Your stockpile for disaster preparedness and survival probably has a good selection of major food groups. Grains, root crops, pulses and other vegetables may provide all the nutrition you need, but it’d be quite boring to subsist on them without the punch that spices offer.
Spices are not exactly essential nutrition, but they have crept into our diet over the millennia, not just because of the flavor and color they provide to the otherwise bland food. They increase the shelf life of food stuffs, especially meat products, which made them infinitely valuable as food preservatives before refrigeration took over. Many of them are digestive aids, and many have therapeutic uses as well. How does chicken soup relieve colds? Half of the credit goes to the spices — including garlic and pepper.
Here’s a selection of spices that should be part of your survival stash. They have made the list not for their spiciness alone, but their dual role as healing and digestive aids that can come in quite handy during challenging survival situations.
1. Black pepper
Aptly named “black gold,” this staple spice is always at the top of the spice lists – which is not a strange thing at all when you consider how many wars were fought over these hot and spicy little pearls. Unlike most other spices that are incorporated into a dish while cooking, pepper powder, which is the powdered form of pepper corms, is a table spice, too. Sprinkle it on any bland dish, be it vegetable, meat or fish, and it becomes instantly palatable.
Black pepper is the dried fruit of Piper nigrum, a trailing climber growing in the tropics. White pepper is the same spice sans the black skin of the fruit. A tea brewed with a few crushed pepper corms is as effective as chicken soup, if not more, in relieving colds, blocked noses and sinuses.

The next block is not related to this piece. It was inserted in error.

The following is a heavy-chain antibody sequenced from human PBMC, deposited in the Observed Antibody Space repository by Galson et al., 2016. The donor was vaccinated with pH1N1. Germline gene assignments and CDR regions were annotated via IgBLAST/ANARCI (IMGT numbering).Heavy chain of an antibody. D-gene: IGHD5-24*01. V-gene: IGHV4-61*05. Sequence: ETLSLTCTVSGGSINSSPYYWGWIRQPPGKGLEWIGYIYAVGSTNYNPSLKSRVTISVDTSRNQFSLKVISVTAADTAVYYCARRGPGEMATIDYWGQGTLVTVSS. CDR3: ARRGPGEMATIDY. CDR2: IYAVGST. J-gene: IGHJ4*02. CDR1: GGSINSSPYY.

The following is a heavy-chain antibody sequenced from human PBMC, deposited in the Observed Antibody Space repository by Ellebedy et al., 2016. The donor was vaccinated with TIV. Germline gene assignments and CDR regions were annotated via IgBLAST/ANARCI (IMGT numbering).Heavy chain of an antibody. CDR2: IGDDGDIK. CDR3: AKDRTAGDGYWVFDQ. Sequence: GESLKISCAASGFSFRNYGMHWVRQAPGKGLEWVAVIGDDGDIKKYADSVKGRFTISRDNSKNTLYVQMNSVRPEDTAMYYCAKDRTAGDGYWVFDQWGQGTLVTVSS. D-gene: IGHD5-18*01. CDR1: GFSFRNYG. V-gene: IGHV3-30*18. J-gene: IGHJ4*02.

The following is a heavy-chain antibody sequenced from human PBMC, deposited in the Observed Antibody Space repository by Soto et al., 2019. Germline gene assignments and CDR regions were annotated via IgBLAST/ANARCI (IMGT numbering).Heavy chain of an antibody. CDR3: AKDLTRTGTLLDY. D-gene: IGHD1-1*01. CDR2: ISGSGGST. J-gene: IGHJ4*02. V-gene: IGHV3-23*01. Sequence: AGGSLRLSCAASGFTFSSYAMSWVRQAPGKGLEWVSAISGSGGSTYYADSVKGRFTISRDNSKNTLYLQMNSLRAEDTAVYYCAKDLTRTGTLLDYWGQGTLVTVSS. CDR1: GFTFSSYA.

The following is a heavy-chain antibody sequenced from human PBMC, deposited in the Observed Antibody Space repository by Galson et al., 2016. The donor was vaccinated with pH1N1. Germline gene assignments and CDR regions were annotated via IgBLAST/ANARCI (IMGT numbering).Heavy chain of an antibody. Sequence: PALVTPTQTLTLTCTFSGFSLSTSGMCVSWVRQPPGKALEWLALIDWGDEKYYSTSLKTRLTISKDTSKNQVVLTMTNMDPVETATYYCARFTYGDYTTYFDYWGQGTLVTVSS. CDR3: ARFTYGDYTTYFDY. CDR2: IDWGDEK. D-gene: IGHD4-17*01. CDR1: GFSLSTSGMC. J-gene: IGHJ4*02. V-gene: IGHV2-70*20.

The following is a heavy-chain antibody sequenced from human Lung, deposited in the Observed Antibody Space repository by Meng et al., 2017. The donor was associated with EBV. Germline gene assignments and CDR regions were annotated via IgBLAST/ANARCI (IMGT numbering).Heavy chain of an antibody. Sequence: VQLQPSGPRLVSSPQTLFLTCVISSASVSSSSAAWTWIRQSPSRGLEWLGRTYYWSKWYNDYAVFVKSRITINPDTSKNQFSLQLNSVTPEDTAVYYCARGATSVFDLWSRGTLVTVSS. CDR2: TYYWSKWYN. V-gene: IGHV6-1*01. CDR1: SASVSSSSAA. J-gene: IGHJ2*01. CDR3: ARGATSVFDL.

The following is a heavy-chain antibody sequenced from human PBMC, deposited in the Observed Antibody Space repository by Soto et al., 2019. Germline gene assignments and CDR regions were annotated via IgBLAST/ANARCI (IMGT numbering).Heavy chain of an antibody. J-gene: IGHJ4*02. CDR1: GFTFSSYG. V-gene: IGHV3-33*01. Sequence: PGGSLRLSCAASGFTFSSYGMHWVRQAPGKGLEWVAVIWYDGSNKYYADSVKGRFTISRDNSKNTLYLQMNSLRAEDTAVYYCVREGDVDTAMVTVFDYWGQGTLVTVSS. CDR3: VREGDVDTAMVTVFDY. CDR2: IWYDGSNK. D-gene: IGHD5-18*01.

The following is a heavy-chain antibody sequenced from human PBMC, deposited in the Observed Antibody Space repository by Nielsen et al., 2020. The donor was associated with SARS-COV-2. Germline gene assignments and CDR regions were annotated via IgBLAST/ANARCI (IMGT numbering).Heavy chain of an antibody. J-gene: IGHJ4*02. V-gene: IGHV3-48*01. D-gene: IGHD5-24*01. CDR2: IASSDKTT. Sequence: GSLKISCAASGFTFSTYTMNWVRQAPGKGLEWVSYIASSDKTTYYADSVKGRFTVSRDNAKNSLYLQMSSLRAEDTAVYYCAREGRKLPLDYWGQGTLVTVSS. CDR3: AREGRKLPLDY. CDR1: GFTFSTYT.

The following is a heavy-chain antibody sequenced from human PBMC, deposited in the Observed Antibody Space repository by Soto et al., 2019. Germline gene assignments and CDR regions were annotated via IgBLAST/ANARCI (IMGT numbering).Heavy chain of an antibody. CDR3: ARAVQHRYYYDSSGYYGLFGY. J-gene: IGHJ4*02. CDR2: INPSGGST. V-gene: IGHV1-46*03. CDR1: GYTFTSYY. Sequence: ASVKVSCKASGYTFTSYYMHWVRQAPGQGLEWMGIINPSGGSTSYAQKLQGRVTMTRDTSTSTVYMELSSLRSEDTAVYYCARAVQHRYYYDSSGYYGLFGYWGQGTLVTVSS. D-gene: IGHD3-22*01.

Buy and store whole black pepper corms for the longest shelf life, and grind them fresh for best flavor.
This pungent Allium bulb adds a distinctive flavor to foods. While people shy away from this spice because of the odor, the anti-bacterial, anti-viral, anti-fungal and anti-cancer properties of garlic  make it a super spice. Many of our sauces and condiments contain garlic, and we can’t do without the protective effects of this spice in a survival situation. Store it as fresh garlic cloves or freeze dried ones, or as garlic powder. Better still, keep a good stock of all these different forms.
If you have a sore throat, keep a clove of garlic in your mouth and occasionally bite on it to ingest small amounts of juice each time. It is guaranteed to make you a social outcast, but it will cure your sore throat. Rub the cut end of a clove on acne and other skin eruptions to get rid of them. Garlic is thought to lower blood pressure and help normalize cholesterol and also keep down the intestinal parasite population.
Slivers of fresh ginger add a refreshing flavor to dishes. Not only that, but ginger  gets the digestive juices flowing and acts as an excellent digestive aid. Its ability to relieve nausea has been demonstrated in chemotherapy patients and pregnant women. The underground stem of the tropical plant Zingiber officinale, ginger can be stored fresh or frozen. Ginger in dried and powdered form is also used as a spice, but it has a flavor much different from that of fresh ginger.
Cinnamon  is another spice whose absence would definitely make us feel deprived. The sweet taste of this spice is a great contrast to most other spices. Obtained from the inner bark of Cinnamomum ceylanicum, the real cinnamon, or Ceylon cinnamon, is sweeter and milder, while its substitute cassia cinnamon is more pungent. Stock up on cinnamon in the scroll form as they keep their flavor longer than cinnamon powder does. Chew on a bit of cinnamon for an instant mouth freshener. It is known to have some anti-diabetic and anti-fungal properties, too. Cinnamon powder can protect your stored tubers from rot.